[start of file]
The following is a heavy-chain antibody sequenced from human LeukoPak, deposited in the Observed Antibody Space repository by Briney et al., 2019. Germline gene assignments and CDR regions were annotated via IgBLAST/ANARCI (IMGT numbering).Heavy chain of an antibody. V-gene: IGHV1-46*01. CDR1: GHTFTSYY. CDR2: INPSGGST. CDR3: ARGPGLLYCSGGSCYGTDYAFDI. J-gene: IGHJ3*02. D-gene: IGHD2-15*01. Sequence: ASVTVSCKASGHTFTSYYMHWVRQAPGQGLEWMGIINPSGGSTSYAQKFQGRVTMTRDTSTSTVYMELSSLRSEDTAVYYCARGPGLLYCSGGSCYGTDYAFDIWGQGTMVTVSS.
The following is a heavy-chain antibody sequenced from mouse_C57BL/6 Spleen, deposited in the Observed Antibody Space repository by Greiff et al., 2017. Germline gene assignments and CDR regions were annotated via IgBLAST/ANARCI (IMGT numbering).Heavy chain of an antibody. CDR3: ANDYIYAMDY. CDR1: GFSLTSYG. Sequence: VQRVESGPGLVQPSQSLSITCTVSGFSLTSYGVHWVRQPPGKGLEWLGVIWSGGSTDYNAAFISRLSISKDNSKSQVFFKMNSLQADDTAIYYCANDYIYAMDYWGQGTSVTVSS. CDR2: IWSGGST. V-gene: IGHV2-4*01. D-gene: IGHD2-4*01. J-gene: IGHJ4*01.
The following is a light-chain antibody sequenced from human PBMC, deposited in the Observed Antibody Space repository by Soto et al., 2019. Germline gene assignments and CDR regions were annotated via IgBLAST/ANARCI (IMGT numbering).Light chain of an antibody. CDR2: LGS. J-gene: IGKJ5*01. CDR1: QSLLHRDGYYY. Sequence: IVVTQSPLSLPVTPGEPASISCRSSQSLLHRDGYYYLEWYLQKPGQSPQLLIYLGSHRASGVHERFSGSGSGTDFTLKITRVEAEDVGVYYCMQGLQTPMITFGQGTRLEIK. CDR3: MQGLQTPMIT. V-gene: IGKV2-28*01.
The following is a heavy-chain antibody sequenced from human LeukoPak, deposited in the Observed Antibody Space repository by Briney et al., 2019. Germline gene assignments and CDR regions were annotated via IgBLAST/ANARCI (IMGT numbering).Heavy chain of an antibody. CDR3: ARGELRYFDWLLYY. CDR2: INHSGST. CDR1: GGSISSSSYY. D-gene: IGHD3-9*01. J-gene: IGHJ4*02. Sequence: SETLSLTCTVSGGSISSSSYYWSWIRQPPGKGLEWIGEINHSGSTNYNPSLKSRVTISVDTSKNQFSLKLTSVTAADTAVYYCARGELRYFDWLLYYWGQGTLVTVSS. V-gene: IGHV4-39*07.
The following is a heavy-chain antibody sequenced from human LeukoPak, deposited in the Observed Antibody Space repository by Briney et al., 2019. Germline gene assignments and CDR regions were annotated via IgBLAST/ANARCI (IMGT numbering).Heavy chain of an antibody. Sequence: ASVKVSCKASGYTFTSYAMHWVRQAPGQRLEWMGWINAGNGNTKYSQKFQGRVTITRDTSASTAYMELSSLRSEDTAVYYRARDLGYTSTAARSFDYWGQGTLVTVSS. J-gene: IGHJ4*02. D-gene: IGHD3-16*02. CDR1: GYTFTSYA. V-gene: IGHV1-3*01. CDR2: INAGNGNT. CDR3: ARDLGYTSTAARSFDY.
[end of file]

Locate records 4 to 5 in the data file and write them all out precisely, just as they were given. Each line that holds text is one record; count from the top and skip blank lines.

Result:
The following is a heavy-chain antibody sequenced from human LeukoPak, deposited in the Observed Antibody Space repository by Briney et al., 2019. Germline gene assignments and CDR regions were annotated via IgBLAST/ANARCI (IMGT numbering).Heavy chain of an antibody. CDR3: ARGELRYFDWLLYY. CDR2: INHSGST. CDR1: GGSISSSSYY. D-gene: IGHD3-9*01. J-gene: IGHJ4*02. Sequence: SETLSLTCTVSGGSISSSSYYWSWIRQPPGKGLEWIGEINHSGSTNYNPSLKSRVTISVDTSKNQFSLKLTSVTAADTAVYYCARGELRYFDWLLYYWGQGTLVTVSS. V-gene: IGHV4-39*07.
The following is a heavy-chain antibody sequenced from human LeukoPak, deposited in the Observed Antibody Space repository by Briney et al., 2019. Germline gene assignments and CDR regions were annotated via IgBLAST/ANARCI (IMGT numbering).Heavy chain of an antibody. Sequence: ASVKVSCKASGYTFTSYAMHWVRQAPGQRLEWMGWINAGNGNTKYSQKFQGRVTITRDTSASTAYMELSSLRSEDTAVYYRARDLGYTSTAARSFDYWGQGTLVTVSS. J-gene: IGHJ4*02. D-gene: IGHD3-16*02. CDR1: GYTFTSYA. V-gene: IGHV1-3*01. CDR2: INAGNGNT. CDR3: ARDLGYTSTAARSFDY.